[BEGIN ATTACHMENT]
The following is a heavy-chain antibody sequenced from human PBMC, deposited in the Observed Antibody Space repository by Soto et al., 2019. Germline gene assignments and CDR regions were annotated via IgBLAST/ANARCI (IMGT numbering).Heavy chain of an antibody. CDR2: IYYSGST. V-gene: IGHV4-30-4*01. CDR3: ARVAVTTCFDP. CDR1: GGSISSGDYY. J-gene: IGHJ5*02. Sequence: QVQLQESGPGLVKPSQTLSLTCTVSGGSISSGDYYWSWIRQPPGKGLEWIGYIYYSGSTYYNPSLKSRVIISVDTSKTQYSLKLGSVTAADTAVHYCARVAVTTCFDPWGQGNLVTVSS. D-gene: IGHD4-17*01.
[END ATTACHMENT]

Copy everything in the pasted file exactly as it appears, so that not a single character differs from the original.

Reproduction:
The following is a heavy-chain antibody sequenced from human PBMC, deposited in the Observed Antibody Space repository by Soto et al., 2019. Germline gene assignments and CDR regions were annotated via IgBLAST/ANARCI (IMGT numbering).Heavy chain of an antibody. CDR2: IYYSGST. V-gene: IGHV4-30-4*01. CDR3: ARVAVTTCFDP. CDR1: GGSISSGDYY. J-gene: IGHJ5*02. Sequence: QVQLQESGPGLVKPSQTLSLTCTVSGGSISSGDYYWSWIRQPPGKGLEWIGYIYYSGSTYYNPSLKSRVIISVDTSKTQYSLKLGSVTAADTAVHYCARVAVTTCFDPWGQGNLVTVSS. D-gene: IGHD4-17*01.